Trust and Credibility – They Go Hand-in-Hand

access Would you use an online product that has neither made any announcements, nor made any improvements to their product in 6 months or longer? Of course you wouldn’t.

The Internet lowers the barrier to entry for many products and start-ups. However, with that lower barrier comes the greater need for establishing and maintaining Trust and Credibility.

Credibility cannot be assumed to simply exist. Credibility is a product feature that needs to be created and cultivated. The most elementary components of Credibility are Design, Contact, and Team, and also used by Quick-UX in determining product Usefulness and Credibility. Beyond Quick-UX, altogether, the principal factors of Credibility and Trust are:

Design
Contact
Team
Activity
Quality

Design

First impressions are important. When someone visits a new online product they start forming their opinion immediately. Therefore, it is important to instantly convey the look-and-feel appropriate to your target audience. If you are targeting a business audience, you will start out on the right foot building that critical initial Trust, with a clean and professional site design.

Many may be surprised by the level of simple mistakes, typos, that can be found in online products. No matter your audience, business or social, typos are a quick way to damage Trust in the product and the people behind the product. Evidence of typos demonstrates a carelessness and lack of attention to detail, which no consumer wants to be receiving.

Contact

The more prominently displayed is the contact information, the more comfortable any web product user will feel. Users want to know that if they have a problem, a question, or a simple desire to comment about a web product, there are one or more means by which this can be accomplished. The more options available, the more personal and real those options feel, and the more credible will be the web product. Even if the contact options are not used, having that safety net, that security blanket for “just in case,” helps keep the user engaged and utilizing the online product. The ability to contact by email (or form) should be seen as a basic requirement. Proving that the company has a physical location to which mail can be sent or that the company can be reached by phone where a real person will answer only serves to bolster the important case of web company / product legitimacy.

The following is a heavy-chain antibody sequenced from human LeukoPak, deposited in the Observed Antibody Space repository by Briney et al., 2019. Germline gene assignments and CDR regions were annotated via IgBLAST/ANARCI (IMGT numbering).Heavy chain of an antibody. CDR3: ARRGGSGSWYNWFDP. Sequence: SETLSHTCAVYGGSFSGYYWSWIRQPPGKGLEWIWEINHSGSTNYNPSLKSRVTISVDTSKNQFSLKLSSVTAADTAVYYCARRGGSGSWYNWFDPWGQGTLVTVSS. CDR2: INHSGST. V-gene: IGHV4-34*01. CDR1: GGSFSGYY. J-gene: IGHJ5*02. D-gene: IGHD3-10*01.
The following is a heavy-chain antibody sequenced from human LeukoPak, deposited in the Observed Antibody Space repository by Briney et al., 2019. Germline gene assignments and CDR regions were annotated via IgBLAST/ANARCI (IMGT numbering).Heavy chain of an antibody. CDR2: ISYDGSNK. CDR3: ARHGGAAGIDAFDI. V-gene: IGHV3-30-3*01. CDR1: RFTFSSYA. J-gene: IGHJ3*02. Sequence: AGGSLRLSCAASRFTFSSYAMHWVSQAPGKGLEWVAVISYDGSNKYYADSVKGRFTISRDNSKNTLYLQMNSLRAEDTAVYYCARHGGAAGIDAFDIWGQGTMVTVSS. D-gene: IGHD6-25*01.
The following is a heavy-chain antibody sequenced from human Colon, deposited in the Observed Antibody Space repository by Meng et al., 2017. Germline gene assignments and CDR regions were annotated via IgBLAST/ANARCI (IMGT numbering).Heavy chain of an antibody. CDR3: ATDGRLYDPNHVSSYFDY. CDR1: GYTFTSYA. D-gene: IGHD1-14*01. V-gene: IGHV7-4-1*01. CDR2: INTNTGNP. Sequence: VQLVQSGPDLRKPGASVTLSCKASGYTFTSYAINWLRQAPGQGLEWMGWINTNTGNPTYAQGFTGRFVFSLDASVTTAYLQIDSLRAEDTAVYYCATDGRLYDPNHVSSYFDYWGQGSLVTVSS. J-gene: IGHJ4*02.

Team

Are there real people on the other end? Hello? Is somebody out there? When you are a company offering products on the web, prove it. There is nothing like actually seeing and learning about the people behind and supporting the product. A friendly face, a trustworthy visage, builds personal, emotional bonds.

It is important to show that there are real people, with their names and reputations standing behind the product, especially if you want your users to stand in front of, and use, it. And, here too, to increase the Trust further, a very welcoming act to the timid user is demonstrated by showing that (in addition to being able to contact the more amorphous support team) even your team, with real people, can be directly reached by email or phone.

Activity

At the start of this article I asked, “Would you use an online product that has neither made any announcements, nor made any improvements to their product in 6 months or longer?”

The lower barrier of entry to releasing a product on the Web also makes communicating to that product’s users easier and, in turn, builds on the expectations of recurring and forthright communications. There is no excuse in today’s world for a web product to not be in constant, open, and honest communication with its various audiences (press, user, prospective user, etc.).

There should never be a time when there is nothing to communicate. There is always a status update, a product update, a company update, a product tip, and more that can be communicated to a web product’s users via many channels, from product blog, to homepage and forums.

Users will come back and continually engage a web product if the people behind the product continually return the favor, engaging the users, honestly communicating, and respecting those who have placed their Trust in it.

Quality

Part of Trust means that I can count on ‘you’ to be there when I need you; and I will, in turn, be there for you. I will be your web product’s user. For a web-based product, Trust in reliability is all that much more important than that of a software or brick-and-mortar company. Web products perform such tasks as enabling communication, enhancing mobility, and/or storing information. The moment the value-add of the web product comes into conflict with the ability to access that product or interferes with that product’s ability to meet expectations, then loyalty will wane and alternative web and desktop products sought out.